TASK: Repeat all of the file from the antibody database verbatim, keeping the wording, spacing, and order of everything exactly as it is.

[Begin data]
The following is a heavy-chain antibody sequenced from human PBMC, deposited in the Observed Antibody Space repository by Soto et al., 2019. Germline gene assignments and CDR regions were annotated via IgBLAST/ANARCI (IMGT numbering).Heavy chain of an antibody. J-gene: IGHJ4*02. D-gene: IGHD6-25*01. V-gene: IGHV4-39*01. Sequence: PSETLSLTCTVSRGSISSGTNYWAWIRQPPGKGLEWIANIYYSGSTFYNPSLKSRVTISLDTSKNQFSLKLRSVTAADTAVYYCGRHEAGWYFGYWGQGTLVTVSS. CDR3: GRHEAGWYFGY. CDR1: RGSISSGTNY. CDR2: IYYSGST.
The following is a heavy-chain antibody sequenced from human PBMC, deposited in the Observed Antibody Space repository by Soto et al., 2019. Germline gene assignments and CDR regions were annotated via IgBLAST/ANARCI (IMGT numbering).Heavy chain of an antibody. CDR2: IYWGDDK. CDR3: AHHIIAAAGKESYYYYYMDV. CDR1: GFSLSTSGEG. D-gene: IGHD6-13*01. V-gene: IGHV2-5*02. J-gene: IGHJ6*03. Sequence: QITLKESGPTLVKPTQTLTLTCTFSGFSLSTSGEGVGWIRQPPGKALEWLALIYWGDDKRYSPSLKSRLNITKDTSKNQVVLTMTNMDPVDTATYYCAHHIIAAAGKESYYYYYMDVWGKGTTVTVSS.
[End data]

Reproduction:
The following is a heavy-chain antibody sequenced from human PBMC, deposited in the Observed Antibody Space repository by Soto et al., 2019. Germline gene assignments and CDR regions were annotated via IgBLAST/ANARCI (IMGT numbering).Heavy chain of an antibody. J-gene: IGHJ4*02. D-gene: IGHD6-25*01. V-gene: IGHV4-39*01. Sequence: PSETLSLTCTVSRGSISSGTNYWAWIRQPPGKGLEWIANIYYSGSTFYNPSLKSRVTISLDTSKNQFSLKLRSVTAADTAVYYCGRHEAGWYFGYWGQGTLVTVSS. CDR3: GRHEAGWYFGY. CDR1: RGSISSGTNY. CDR2: IYYSGST.
The following is a heavy-chain antibody sequenced from human PBMC, deposited in the Observed Antibody Space repository by Soto et al., 2019. Germline gene assignments and CDR regions were annotated via IgBLAST/ANARCI (IMGT numbering).Heavy chain of an antibody. CDR2: IYWGDDK. CDR3: AHHIIAAAGKESYYYYYMDV. CDR1: GFSLSTSGEG. D-gene: IGHD6-13*01. V-gene: IGHV2-5*02. J-gene: IGHJ6*03. Sequence: QITLKESGPTLVKPTQTLTLTCTFSGFSLSTSGEGVGWIRQPPGKALEWLALIYWGDDKRYSPSLKSRLNITKDTSKNQVVLTMTNMDPVDTATYYCAHHIIAAAGKESYYYYYMDVWGKGTTVTVSS.